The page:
Talk to him immediately and tell him this cannot continue. GP, boundaries (no drinking, upping his game and being more responsible) and you should expect him to face up to his life and how he will move forward.

Fairylea Sat 05-Nov-16 09:12:22

If you said you were leaving unless he stopped drinking and went to the doctor would he go? (And mean it).

QuiteLikely5 Sat 05-Nov-16 09:16:03

You need to stop taking responsibility for this man-child.

You have got a responsibility towards your children and that involves keeping them safe and exposing them to positive role models.

Your dp whilst drinking and leaving doors open is not setting a good example of what a good parent should be doing. He should not be showing your kids this is how we deal with adversity in life.

When our problems start to affect those closest to us then that is the time we must seek help. He is being selfish by not doing so.

Don't let him drag you down. Tell him if he doesn't seek help then you are going to doubt his commitment to your relationship because he is putting himself first and not the family.

saturdaygrey Sat 05-Nov-16 09:16:18

I doubt it. He's stubborn.

saturdaygrey Sat 05-Nov-16 09:18:16

I think at the moment he is seriously depressed and it's blinding him to anything else going on.

Danglyweed Sat 05-Nov-16 09:19:43

Did you not say on your thread the other day that he was likely to become a sahd if he was dismissed?

You do need to have seriously straight words with him. He fucked up, he cant punish you and the dc for that!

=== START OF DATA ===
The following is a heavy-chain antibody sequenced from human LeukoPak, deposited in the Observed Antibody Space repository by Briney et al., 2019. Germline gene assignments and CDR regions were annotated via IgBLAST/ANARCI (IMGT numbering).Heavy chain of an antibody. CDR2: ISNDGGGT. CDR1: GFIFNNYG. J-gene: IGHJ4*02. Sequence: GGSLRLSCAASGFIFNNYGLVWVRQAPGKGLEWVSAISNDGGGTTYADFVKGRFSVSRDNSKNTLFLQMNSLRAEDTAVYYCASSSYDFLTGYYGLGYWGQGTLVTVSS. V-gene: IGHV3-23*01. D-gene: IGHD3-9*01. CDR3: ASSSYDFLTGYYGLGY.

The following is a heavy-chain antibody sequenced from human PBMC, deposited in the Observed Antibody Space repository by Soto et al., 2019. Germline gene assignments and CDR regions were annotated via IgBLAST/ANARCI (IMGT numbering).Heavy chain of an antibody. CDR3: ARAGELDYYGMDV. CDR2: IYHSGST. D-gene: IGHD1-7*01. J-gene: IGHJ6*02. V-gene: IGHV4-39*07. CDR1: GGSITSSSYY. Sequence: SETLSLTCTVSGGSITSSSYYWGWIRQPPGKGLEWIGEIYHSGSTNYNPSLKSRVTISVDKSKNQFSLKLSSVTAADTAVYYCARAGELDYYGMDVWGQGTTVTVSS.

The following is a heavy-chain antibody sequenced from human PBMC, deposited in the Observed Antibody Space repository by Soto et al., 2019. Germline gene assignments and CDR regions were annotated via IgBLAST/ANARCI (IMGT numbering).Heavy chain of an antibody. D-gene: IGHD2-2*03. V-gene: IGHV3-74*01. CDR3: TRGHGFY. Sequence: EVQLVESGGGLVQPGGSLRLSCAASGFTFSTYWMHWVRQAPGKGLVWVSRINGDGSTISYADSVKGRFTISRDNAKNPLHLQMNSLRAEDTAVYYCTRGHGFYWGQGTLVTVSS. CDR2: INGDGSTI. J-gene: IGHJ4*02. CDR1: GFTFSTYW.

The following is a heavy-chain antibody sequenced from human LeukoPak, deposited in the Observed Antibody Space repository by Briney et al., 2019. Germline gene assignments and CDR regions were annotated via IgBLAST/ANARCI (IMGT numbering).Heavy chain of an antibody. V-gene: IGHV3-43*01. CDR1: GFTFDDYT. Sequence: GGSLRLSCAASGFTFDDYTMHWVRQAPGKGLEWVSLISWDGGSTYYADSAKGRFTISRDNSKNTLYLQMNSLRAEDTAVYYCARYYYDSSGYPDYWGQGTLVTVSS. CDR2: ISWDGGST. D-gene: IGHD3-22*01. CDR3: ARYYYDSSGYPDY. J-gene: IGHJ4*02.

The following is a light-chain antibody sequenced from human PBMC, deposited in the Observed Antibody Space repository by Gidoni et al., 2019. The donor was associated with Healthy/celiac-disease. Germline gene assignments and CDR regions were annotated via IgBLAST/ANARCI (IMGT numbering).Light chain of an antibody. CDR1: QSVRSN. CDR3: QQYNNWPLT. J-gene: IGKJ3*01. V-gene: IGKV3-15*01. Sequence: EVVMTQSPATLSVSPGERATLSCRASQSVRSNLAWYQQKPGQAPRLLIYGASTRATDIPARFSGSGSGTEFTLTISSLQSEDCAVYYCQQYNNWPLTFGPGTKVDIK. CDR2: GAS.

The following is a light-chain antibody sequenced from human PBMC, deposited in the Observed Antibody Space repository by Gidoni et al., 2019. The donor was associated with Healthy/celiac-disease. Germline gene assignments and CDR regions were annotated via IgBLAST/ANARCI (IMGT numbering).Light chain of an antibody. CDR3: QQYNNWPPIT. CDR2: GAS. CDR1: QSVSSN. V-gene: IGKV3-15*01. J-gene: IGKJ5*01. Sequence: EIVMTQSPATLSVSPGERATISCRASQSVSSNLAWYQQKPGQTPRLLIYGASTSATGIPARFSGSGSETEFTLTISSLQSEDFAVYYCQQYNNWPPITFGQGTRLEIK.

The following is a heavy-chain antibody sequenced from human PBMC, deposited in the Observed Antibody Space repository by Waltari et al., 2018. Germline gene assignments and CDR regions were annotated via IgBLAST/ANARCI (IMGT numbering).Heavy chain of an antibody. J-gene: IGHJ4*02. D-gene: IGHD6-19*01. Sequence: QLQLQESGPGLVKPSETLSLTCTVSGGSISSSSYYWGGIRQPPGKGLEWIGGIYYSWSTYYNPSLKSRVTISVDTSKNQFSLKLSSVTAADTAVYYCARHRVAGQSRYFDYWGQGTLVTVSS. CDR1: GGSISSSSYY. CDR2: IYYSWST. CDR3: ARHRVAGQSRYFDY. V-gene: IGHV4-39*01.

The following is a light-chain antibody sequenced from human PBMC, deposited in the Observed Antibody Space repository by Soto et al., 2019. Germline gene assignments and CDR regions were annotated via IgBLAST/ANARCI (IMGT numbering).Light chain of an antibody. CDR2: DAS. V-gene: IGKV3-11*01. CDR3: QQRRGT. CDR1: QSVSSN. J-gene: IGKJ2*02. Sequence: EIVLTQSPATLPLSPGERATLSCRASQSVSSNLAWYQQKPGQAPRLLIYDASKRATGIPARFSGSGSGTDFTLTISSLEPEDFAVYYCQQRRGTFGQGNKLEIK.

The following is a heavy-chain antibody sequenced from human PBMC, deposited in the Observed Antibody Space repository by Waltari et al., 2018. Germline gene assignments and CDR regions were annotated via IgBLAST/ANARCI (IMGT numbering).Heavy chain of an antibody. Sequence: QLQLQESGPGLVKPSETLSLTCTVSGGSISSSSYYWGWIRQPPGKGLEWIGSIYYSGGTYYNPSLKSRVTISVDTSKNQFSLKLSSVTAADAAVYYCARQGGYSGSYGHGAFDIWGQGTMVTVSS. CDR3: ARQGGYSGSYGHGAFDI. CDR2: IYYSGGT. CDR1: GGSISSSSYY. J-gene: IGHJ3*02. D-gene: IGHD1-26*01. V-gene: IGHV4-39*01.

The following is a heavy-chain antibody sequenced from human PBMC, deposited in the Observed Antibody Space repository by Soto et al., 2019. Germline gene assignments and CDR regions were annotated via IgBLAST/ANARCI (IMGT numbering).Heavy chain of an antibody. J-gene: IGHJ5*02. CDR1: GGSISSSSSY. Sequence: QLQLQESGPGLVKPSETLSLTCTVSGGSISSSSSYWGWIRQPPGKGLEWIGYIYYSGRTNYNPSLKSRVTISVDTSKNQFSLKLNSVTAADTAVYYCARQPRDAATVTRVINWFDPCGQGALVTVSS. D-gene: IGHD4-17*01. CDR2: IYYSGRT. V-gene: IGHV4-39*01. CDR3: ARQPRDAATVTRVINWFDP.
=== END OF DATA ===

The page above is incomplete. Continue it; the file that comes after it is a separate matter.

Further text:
Myusernameismyusername Sat 05-Nov-16 09:20:30

Depression IMO doesn't work like that for me. I sleep so much, don't eat, and I feel very very empty or very very sad and hard to hold a conversation or train of thought but I don't leave doors open in the middle of the night or, drink drive my kids to school way too late

ishouldcocoa Sat 05-Nov-16 09:21:43

It sounds harsh, but it sounds like you need to issue an ultimatum (and see it through), because this is not a long term situation for your family, is it?

Fairylea Sat 05-Nov-16 09:22:10

So if there is a lack of income surely he shouldn't be spending money on drink? You need to sit down with him and show him the budget you have and say the drinking needs to stop, for his own health and financial reasons.

I do think he will need to reach rock bottom to come back up. In a way by you working and carrying on supporting him you are enabling his behaviour. I know that sounds harsh and I don't mean it to but from experience with my own dh it was only when he was seriously worried about losing us as a family that he realised he needed to help himself.

MrsBertBibby Sat 05-Nov-16 09:22:47

I suspect it's being drunk that leads to doors open, not depression. and he isn't drink driving the kids.

saturdaygrey Sat 05-Nov-16 09:24:28

Dangly I've name changed; I don't mind if you know who I am but please don't make it obvious.

I think what I said was, being a sahd would be the most objectively sensible thing but not the wisest choice.

I think depression impacts on people differently. But what he needs is a way forward, to see there is a life out there for him.

He's still on full pay at the moment but obviously this will stop.

Myusernameismyusername Sat 05-Nov-16 09:25:30

Alright well in charge of small children when he is still over the limit. I can't imagine this would bode well for a SAHM dad to end up asleep all day with a hangover. It's irresponsible beyond belief.